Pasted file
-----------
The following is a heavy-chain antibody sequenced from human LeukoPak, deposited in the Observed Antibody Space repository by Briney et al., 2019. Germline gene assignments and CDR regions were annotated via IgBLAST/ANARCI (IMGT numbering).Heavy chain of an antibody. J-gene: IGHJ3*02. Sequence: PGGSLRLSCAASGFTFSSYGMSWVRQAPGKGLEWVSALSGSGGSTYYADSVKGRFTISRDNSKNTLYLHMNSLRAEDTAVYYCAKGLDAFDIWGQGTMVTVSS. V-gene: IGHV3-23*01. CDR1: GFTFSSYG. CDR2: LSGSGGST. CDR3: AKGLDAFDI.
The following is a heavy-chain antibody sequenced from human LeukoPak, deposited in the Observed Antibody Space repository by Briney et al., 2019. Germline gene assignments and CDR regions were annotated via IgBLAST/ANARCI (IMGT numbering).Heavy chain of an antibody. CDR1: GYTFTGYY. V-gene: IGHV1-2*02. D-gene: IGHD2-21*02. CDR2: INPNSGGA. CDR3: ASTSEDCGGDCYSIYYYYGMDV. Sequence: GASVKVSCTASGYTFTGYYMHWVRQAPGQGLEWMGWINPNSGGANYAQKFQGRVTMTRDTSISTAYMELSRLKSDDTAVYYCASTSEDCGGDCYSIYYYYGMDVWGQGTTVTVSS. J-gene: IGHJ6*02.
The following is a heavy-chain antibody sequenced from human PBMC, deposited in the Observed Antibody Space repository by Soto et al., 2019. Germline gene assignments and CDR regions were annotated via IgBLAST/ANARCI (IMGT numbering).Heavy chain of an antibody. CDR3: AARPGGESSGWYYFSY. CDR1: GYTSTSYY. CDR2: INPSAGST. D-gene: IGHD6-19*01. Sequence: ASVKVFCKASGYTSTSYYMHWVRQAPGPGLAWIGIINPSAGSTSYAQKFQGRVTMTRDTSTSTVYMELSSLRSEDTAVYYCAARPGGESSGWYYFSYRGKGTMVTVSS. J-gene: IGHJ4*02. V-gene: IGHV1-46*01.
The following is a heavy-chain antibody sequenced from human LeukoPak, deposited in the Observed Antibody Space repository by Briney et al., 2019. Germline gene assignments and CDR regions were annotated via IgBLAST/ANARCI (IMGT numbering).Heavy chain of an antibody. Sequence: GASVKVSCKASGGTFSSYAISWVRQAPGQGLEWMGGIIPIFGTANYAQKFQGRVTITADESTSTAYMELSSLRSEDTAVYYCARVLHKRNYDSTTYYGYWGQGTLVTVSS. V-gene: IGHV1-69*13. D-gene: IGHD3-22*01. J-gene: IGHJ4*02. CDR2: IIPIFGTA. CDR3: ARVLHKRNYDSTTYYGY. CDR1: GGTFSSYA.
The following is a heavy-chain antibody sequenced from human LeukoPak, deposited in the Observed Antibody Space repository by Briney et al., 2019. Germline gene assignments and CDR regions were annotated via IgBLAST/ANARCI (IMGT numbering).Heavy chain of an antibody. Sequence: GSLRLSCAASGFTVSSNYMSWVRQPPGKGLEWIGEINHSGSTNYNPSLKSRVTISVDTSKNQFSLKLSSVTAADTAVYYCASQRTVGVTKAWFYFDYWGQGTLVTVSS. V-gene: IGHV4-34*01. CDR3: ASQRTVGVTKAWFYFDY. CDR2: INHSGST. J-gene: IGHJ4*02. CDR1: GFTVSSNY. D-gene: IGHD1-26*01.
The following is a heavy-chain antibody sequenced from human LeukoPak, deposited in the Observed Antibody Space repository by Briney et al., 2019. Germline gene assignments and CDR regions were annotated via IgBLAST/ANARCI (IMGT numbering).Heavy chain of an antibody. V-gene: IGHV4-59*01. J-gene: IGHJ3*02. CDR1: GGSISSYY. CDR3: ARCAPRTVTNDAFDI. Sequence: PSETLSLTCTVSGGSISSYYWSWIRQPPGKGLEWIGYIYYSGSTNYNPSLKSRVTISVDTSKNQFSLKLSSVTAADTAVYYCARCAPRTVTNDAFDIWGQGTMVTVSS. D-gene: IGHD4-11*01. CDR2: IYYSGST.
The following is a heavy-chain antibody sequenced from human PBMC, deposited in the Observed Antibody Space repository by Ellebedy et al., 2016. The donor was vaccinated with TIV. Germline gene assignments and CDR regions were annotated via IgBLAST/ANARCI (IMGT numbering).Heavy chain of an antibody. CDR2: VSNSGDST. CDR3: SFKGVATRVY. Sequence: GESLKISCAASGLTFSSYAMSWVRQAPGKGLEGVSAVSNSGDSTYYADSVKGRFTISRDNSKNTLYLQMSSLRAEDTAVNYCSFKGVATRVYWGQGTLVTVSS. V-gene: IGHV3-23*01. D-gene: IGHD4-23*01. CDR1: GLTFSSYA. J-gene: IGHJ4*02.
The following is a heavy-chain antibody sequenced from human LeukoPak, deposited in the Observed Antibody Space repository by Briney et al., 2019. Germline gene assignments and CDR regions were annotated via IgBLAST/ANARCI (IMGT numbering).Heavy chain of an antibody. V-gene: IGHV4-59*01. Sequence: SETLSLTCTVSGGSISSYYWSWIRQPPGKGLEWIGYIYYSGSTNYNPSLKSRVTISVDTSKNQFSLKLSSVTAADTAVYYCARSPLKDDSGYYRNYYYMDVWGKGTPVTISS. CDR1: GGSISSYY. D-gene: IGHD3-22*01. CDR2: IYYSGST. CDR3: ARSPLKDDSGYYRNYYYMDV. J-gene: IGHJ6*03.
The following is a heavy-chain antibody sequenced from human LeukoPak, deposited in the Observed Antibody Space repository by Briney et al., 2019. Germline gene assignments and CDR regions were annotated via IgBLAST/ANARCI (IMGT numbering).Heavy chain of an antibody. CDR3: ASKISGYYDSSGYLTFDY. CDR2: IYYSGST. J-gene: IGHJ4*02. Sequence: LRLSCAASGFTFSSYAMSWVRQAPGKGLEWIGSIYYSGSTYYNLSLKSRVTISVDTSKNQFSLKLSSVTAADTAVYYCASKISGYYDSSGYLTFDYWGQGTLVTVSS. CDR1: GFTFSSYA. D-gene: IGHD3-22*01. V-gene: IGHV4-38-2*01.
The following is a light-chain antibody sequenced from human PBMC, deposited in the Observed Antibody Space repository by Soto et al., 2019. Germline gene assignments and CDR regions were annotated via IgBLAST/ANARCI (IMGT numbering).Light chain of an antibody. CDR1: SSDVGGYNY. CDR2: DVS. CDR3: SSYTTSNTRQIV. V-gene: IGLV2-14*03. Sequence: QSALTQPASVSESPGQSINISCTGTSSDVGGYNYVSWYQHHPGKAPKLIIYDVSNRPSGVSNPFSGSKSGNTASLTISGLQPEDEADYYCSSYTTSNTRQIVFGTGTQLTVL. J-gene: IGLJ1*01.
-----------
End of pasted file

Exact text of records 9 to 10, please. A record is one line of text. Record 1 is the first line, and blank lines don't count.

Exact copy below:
The following is a heavy-chain antibody sequenced from human LeukoPak, deposited in the Observed Antibody Space repository by Briney et al., 2019. Germline gene assignments and CDR regions were annotated via IgBLAST/ANARCI (IMGT numbering).Heavy chain of an antibody. CDR3: ASKISGYYDSSGYLTFDY. CDR2: IYYSGST. J-gene: IGHJ4*02. Sequence: LRLSCAASGFTFSSYAMSWVRQAPGKGLEWIGSIYYSGSTYYNLSLKSRVTISVDTSKNQFSLKLSSVTAADTAVYYCASKISGYYDSSGYLTFDYWGQGTLVTVSS. CDR1: GFTFSSYA. D-gene: IGHD3-22*01. V-gene: IGHV4-38-2*01.
The following is a light-chain antibody sequenced from human PBMC, deposited in the Observed Antibody Space repository by Soto et al., 2019. Germline gene assignments and CDR regions were annotated via IgBLAST/ANARCI (IMGT numbering).Light chain of an antibody. CDR1: SSDVGGYNY. CDR2: DVS. CDR3: SSYTTSNTRQIV. V-gene: IGLV2-14*03. Sequence: QSALTQPASVSESPGQSINISCTGTSSDVGGYNYVSWYQHHPGKAPKLIIYDVSNRPSGVSNPFSGSKSGNTASLTISGLQPEDEADYYCSSYTTSNTRQIVFGTGTQLTVL. J-gene: IGLJ1*01.